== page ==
A leaked memo has proved what was widely suspected: Justice Department political appointees overruled career lawyers to approve a Republican congressional redistricting plan for Texas.
So a decision with major political ramifications was made by - politicians. Hardly a surprise.
And while this does not excuse the lengths to which Texas Republicans went to deprive Democrats of congressional seats, it reflects reality. In fact, last month's elections produced evidence that voters are less outraged than editorial writers and good government groups are about politics determining such decisions.
In Ohio and California, voters overwhelmingly rejected proposals - the first instigated by Democrats, the latter by Republicans - to turn over the redistricting question to nonpartisan panels. Probably affecting the outcome was the fact that both proposals would have allowed mid-decade redistricting and were seen as partisan efforts to undo prior decisions.
Indeed, those votes won't end efforts to change how redistricting is done.
Several other states are considering creation of nonpartisan redistricting panels; pending congressional measures would create national guidelines; and the Supreme Court has left open the prospect of allowing some limits on how much political considerations can affect reapportionment.
For now, the best and most likely remedy will remain the ballot box. After all, elections created the GOP majorities that wrote the Texas redistricting plan - as well as the Democratic ones that drew a map in California that favors their party. So different results could lead to a different plan.
Controversy over partisan redistricting is hardly new. Indeed, it's almost as old as the republic.
It got its commonly used name in 1812, when supporters of Massachusetts Gov. Elbridge Gerry created a district that looked like a salamander, prompting the coining of the term gerrymander.
For many years, the Supreme Court avoided the issue as part of what Justice Felix Frankfurter once termed "the political thicket." But since its historic 1962 decision requiring "one man, one vote" in legislative districts, the court has ruled in a number of redistricting cases, most recently a 2004 decision that partisan gerrymandering is not in itself unconstitutional but that there may be some instances that would be improper.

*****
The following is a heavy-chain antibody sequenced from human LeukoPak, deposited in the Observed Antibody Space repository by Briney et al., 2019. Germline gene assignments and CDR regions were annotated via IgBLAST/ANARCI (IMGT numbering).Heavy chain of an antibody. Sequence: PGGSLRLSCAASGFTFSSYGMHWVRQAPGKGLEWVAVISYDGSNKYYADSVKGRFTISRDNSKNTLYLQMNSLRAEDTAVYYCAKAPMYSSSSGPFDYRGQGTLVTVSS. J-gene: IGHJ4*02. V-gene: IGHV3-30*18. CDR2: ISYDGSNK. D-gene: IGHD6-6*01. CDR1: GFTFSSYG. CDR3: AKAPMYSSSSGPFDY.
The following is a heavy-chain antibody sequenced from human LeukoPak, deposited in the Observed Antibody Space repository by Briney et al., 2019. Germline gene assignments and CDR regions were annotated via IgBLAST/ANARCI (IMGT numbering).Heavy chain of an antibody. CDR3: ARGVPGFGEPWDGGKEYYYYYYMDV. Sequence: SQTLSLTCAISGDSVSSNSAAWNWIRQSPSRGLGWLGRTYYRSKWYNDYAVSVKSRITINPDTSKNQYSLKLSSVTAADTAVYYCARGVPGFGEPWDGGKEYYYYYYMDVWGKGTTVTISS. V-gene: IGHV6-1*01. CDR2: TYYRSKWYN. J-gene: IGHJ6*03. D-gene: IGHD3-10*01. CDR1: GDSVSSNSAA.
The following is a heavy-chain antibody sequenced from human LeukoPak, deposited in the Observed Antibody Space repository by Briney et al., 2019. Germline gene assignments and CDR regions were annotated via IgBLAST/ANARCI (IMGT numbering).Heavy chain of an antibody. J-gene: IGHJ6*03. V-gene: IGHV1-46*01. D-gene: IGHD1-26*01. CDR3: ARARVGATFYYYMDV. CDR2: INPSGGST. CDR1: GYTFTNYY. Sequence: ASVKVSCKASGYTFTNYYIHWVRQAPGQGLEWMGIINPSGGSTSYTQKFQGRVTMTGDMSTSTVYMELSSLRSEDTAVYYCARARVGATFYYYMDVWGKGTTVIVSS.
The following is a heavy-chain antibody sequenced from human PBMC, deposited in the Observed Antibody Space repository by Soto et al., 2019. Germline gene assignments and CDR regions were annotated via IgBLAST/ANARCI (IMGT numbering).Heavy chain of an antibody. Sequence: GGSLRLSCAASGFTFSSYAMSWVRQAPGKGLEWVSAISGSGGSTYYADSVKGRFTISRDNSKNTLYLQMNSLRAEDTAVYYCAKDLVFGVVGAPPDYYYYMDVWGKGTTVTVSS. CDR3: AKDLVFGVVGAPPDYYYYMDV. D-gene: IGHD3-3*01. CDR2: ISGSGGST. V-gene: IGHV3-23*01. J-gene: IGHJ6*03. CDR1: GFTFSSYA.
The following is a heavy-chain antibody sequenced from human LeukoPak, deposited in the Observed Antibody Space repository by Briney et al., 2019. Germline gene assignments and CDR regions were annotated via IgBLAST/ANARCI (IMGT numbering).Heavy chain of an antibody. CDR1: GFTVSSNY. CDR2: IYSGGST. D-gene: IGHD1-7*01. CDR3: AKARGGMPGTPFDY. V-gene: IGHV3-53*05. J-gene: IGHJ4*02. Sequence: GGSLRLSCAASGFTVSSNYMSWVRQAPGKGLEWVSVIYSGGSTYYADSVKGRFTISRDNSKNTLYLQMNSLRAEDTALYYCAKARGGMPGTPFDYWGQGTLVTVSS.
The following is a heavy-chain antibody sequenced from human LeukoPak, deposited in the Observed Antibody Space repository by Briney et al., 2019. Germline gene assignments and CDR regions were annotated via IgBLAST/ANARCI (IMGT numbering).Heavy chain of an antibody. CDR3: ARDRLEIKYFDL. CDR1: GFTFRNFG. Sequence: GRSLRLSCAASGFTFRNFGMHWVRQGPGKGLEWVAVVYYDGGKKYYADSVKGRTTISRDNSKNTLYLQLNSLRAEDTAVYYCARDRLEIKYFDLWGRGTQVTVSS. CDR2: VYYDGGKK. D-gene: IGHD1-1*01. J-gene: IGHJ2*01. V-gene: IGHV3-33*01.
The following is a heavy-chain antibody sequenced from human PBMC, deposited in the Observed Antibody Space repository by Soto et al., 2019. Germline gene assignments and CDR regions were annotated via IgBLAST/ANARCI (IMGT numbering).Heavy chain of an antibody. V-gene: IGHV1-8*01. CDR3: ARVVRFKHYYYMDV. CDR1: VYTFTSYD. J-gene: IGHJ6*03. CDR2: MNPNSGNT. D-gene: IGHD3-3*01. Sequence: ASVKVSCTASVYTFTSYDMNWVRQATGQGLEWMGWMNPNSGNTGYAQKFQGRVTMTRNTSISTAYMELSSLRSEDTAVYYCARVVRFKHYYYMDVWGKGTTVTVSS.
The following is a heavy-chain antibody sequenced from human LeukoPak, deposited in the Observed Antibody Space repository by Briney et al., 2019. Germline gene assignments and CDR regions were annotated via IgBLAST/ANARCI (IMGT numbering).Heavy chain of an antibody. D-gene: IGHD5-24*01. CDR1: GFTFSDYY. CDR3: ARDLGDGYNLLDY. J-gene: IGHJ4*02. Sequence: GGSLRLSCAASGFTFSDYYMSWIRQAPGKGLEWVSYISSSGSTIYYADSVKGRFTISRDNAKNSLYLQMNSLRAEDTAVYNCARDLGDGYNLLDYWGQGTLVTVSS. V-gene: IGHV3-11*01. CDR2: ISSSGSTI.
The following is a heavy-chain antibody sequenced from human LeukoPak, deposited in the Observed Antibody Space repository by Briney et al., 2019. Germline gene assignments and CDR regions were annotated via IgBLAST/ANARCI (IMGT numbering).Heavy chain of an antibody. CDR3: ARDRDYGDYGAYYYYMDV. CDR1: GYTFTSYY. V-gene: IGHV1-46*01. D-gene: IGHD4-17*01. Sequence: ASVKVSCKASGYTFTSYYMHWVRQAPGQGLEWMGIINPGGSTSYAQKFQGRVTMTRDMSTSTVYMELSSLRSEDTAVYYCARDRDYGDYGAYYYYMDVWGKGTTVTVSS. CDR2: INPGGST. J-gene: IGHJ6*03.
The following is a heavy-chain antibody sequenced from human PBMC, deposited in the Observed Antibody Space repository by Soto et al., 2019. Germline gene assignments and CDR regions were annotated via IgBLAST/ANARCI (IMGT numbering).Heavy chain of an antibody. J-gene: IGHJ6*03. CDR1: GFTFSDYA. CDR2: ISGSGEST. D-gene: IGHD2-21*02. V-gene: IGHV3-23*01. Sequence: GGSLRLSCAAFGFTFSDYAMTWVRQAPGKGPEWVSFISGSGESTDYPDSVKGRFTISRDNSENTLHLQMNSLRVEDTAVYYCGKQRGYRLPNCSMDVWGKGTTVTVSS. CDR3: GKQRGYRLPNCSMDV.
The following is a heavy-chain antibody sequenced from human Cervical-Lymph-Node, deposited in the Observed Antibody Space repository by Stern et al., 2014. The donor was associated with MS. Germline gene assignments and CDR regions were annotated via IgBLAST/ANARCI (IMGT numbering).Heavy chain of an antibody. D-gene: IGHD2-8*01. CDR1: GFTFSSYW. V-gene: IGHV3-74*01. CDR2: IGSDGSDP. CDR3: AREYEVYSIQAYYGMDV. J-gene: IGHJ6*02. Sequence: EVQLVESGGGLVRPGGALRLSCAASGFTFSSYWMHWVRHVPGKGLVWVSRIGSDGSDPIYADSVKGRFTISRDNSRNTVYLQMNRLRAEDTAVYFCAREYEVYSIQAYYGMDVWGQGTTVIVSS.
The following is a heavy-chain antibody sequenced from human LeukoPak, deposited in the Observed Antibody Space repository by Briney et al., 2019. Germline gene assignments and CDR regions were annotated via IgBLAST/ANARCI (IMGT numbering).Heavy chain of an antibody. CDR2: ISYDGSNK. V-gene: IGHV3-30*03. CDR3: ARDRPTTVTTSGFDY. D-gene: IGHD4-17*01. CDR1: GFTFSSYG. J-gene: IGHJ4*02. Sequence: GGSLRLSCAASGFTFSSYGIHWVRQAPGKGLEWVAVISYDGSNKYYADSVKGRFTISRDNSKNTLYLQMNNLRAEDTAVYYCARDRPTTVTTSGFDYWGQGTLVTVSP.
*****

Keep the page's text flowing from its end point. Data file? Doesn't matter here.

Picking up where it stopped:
Four justices, all of whom remain on the court, said that courts could formulate ways to find partisan redistricting excessive. A fifth justice, Anthony Kennedy, said such a finding was possible. That means the court could, in a future case, overrule a legislature's decision on political grounds.
That case involved Pennsylvania. A Republican legislature and governor approved a map that led to the election of 12 Republicans and seven Democrats to the U.S. House in a state that has split evenly between the parties in recent presidential and gubernatorial elections.
Pennsylvania was not the only big state in which recent Republican successes enabled GOP majorities to pass favorable redistricting plans. It also happened in Michigan, where the GOP has a 9-6 majority; Florida, where its lead is 18-7; and Texas, which went from a 17-15 Democratic margin to a 21-11 GOP advantage.
The Texas plan, enacted in a bitter months-long battle that included the flight of Democratic legislators to New Mexico, is now facing what could be its final legal test in the U.S. Supreme Court. The justices are considering an appeal contending that it was illegal for the GOP to redraw the lines for a second time in the decade after the 2000 census.
Meanwhile, both parties are gearing up for elections that could be the chief determinant when the next round of redistricting occurs after the 2010 census.
Next November, 36 states including Texas will elect governors, and, while 22 now have GOP governors, eight can't run for re-election. By contrast, 13 of 14 Democratic incumbents are eligible to run. Most states also will elect one or both legislative houses.
These elections - and those in 2008 and 2010 - will decide whether GOP redistricting gains of this decade are expanded or reduced. That is, unless the voters take this inherently political issue away from the politicians.
- Carl P. Leubsdorf is Washington bureau chief of the Dallas Morning News.